The Terror.

Essay by gforshawUniversity, Bachelor'sC, November 2003

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Topic Report - The Terror

In the years 1793 - 1794 a vital stage of the French revolution known as the Terror took place. The committee of public safety (CPS) was set up on April 6th 1793 to preserve the reforms of the French revolution due to the opposition of the new revolutionary government. Its membership took final form on September 6th. Among its twelve members were Bertrande Barere de Vieuzac, Lazare Carnot, Georges Couthon, M.J. Herault de Sechelles, Maximilien Robespierre, and Louis de Saint-Just and the Herbertists, J.N. Billaud-Varenne and J.N. Collot d'Herbois.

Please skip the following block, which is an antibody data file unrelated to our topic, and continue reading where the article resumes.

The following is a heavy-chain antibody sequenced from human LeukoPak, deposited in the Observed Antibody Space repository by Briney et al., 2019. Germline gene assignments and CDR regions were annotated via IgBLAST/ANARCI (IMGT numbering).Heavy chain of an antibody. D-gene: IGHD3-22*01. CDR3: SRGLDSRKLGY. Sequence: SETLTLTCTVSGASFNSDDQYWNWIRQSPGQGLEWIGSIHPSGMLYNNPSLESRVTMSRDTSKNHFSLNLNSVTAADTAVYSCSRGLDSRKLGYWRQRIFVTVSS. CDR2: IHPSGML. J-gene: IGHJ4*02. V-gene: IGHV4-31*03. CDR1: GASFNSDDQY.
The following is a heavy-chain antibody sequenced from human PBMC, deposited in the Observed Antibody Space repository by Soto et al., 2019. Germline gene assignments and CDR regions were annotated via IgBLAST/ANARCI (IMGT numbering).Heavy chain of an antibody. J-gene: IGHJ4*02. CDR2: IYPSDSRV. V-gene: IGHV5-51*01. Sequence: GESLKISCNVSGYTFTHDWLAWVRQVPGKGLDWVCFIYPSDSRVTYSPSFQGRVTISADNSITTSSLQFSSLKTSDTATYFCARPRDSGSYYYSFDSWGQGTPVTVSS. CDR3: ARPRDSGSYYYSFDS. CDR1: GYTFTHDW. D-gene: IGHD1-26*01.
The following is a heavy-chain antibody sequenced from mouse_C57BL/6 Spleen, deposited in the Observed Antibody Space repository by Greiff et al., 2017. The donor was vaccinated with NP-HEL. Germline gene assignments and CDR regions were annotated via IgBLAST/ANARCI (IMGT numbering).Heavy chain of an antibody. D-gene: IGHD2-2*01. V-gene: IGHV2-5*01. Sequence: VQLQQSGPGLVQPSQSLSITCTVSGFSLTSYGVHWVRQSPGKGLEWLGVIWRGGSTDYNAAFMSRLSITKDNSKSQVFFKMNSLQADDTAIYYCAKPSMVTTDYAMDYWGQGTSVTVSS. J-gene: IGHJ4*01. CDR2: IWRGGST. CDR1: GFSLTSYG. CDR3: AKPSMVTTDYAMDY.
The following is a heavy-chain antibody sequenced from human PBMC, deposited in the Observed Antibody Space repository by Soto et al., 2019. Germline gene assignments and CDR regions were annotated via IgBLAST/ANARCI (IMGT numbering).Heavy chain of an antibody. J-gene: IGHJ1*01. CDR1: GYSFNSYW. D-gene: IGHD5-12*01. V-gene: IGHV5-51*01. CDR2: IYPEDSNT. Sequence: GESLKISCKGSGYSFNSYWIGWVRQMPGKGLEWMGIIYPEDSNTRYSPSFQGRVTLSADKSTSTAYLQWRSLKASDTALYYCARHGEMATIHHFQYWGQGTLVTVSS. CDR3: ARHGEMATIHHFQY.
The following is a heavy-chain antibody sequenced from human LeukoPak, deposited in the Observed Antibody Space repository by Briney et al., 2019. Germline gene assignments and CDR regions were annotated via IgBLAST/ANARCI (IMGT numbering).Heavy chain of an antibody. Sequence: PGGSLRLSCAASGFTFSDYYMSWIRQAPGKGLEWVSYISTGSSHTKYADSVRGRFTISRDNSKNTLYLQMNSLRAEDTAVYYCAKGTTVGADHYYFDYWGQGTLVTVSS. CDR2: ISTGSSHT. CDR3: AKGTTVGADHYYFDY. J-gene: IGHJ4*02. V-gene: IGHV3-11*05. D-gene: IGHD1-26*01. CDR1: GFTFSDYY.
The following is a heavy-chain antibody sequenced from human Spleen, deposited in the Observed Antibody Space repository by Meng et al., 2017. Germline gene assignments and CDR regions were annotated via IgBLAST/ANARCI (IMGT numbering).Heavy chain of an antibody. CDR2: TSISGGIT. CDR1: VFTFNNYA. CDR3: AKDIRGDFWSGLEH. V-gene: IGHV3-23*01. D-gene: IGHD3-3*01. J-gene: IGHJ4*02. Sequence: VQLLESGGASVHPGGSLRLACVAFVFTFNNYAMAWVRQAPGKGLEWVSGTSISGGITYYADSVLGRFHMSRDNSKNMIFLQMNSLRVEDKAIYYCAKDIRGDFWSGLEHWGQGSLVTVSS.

Their aim was to eliminate all internal counterrevolutionary elements, to raise new armies and to ensure food supplies for the armies and the cities. This was essential for the support of the people of Paris who demanded these measures. Robespierre, was to become the dominant member of the CPS. He was seen as a translator of Rousseau, an important writer of the enlightenment, taking the philosophers ideas on equality and civil government and making them public policy.

Yet Robespierre's political behaviour was far from democratic and was beheaded himself on July 28th 1794, marking the end of the Terror.

The Terror as a form of government meant the organized use of state power to ensure compliance with the demands of the government. Those who did not comply faced a revolutionary tribunal, which tried "suspects" for treason and sentenced those it convicted to the guillotine. These suspects included foreign and domestic enemies. The Terror was also used to enforce wage and price "maximums" that guaranteed affordable provisions as well as its more imprecise aims, such as ensuring the "virtue" of all citizens, which allowed the CPS to repress all dissent from its own decrees.

From September 1793 through to July 1794, the "revolutionary government" of...